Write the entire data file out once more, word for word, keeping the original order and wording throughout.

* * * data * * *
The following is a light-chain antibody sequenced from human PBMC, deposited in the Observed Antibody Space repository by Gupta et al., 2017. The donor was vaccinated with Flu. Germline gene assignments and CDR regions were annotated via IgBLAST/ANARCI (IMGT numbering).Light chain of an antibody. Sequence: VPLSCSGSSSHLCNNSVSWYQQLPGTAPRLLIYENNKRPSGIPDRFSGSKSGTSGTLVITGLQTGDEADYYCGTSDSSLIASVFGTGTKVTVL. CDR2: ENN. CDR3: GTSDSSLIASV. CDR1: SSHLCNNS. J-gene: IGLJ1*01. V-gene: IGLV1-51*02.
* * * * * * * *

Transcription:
The following is a light-chain antibody sequenced from human PBMC, deposited in the Observed Antibody Space repository by Gupta et al., 2017. The donor was vaccinated with Flu. Germline gene assignments and CDR regions were annotated via IgBLAST/ANARCI (IMGT numbering).Light chain of an antibody. Sequence: VPLSCSGSSSHLCNNSVSWYQQLPGTAPRLLIYENNKRPSGIPDRFSGSKSGTSGTLVITGLQTGDEADYYCGTSDSSLIASVFGTGTKVTVL. CDR2: ENN. CDR3: GTSDSSLIASV. CDR1: SSHLCNNS. J-gene: IGLJ1*01. V-gene: IGLV1-51*02.